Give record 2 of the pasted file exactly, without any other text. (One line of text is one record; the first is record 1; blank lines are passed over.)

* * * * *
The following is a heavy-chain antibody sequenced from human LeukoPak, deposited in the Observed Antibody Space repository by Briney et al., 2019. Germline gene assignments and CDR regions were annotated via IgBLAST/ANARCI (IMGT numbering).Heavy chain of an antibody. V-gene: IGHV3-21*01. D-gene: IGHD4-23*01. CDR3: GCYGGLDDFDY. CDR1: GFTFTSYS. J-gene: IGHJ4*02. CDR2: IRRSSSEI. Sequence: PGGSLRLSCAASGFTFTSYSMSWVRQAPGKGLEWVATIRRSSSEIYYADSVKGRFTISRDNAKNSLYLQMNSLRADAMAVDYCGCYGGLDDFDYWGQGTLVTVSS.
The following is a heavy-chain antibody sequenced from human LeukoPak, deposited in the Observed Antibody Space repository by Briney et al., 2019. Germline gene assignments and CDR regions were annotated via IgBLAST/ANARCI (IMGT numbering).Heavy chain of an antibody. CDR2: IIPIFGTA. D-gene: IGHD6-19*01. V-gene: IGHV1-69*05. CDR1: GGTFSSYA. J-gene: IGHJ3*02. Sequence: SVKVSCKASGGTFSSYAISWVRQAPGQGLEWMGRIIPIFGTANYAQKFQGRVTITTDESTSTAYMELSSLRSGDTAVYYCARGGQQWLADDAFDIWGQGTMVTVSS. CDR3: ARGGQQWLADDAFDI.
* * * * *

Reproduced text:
The following is a heavy-chain antibody sequenced from human LeukoPak, deposited in the Observed Antibody Space repository by Briney et al., 2019. Germline gene assignments and CDR regions were annotated via IgBLAST/ANARCI (IMGT numbering).Heavy chain of an antibody. CDR2: IIPIFGTA. D-gene: IGHD6-19*01. V-gene: IGHV1-69*05. CDR1: GGTFSSYA. J-gene: IGHJ3*02. Sequence: SVKVSCKASGGTFSSYAISWVRQAPGQGLEWMGRIIPIFGTANYAQKFQGRVTITTDESTSTAYMELSSLRSGDTAVYYCARGGQQWLADDAFDIWGQGTMVTVSS. CDR3: ARGGQQWLADDAFDI.